Maternal Influence on Mitochondrial Health

An intriguing aspect of mitochondria is their unique genetic makeup. Unlike the rest of our DNA, which is inherited from both parents, mitochondrial DNA comes almost exclusively from the mother. This maternal inheritance pattern suggests that looking into the mother’s lineage can provide insights into an individual’s mitochondrial health. Understanding your family’s health history, especially the energy levels and vitality of your maternal ancestors, can give clues about your mitochondrial potential.

How To Identify Mitochondrial Dysfunction

How can you tell if your mitochondria need support? While some signs might be subtle, certain symptoms can indicate mitochondrial dysfunction:

  • Reliance on stimulants like caffeine
  • Poor recovery after exercise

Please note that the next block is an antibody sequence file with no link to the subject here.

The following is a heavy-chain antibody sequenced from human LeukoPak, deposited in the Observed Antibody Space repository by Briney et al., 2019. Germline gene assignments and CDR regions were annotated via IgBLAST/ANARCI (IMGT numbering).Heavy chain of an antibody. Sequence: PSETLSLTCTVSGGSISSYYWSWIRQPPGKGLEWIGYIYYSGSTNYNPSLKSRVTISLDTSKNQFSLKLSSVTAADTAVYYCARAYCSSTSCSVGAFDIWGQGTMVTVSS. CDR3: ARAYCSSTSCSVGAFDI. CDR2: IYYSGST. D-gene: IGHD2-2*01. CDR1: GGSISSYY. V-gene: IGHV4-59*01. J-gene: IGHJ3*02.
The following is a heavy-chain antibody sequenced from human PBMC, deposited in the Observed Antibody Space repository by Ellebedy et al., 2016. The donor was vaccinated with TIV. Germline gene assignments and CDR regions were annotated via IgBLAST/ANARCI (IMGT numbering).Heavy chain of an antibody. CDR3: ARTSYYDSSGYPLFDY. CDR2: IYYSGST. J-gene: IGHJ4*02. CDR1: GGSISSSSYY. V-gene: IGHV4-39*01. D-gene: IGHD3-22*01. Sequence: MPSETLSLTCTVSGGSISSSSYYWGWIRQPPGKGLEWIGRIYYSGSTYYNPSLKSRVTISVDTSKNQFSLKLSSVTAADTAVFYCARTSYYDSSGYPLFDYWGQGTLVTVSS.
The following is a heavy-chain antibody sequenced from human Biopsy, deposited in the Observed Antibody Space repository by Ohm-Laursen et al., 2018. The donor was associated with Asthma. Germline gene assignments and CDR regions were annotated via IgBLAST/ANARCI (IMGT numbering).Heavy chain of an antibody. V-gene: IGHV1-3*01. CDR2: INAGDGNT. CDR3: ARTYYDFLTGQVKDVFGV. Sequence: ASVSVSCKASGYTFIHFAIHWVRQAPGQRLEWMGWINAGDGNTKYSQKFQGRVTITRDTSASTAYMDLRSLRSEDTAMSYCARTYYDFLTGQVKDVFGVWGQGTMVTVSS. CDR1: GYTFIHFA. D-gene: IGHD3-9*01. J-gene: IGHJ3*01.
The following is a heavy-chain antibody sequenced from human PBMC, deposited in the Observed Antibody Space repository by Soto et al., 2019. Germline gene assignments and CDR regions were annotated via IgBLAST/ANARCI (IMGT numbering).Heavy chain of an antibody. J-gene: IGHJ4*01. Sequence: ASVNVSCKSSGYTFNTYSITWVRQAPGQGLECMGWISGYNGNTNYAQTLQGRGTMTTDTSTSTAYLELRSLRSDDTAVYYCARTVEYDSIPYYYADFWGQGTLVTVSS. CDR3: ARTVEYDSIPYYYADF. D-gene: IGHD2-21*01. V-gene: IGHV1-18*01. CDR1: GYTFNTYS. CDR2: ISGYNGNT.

• Sugar cravings
  • Inability to fast or go long periods without food
  • Persistent fatigue

However, these symptoms can also be linked to other health issues, so it’s crucial to consult with a healthcare professional, such as a naturopathic doctor, for an accurate diagnosis.

Diagnostic Tests for Mitochondrial Health

Several laboratory tests can help assess mitochondrial function:

  • Coenzyme Q10 levels, essential for mitochondrial energy production
  • Organic acids test (OAT), which evaluates various metabolic byproducts
  • Leptin and insulin levels, as insulin resistance often accompanies mitochondrial dysfunction

These tests can provide valuable information about your mitochondrial health and guide appropriate interventions.

Nourishing the Mitochondria

Gut Health and Dietary Choices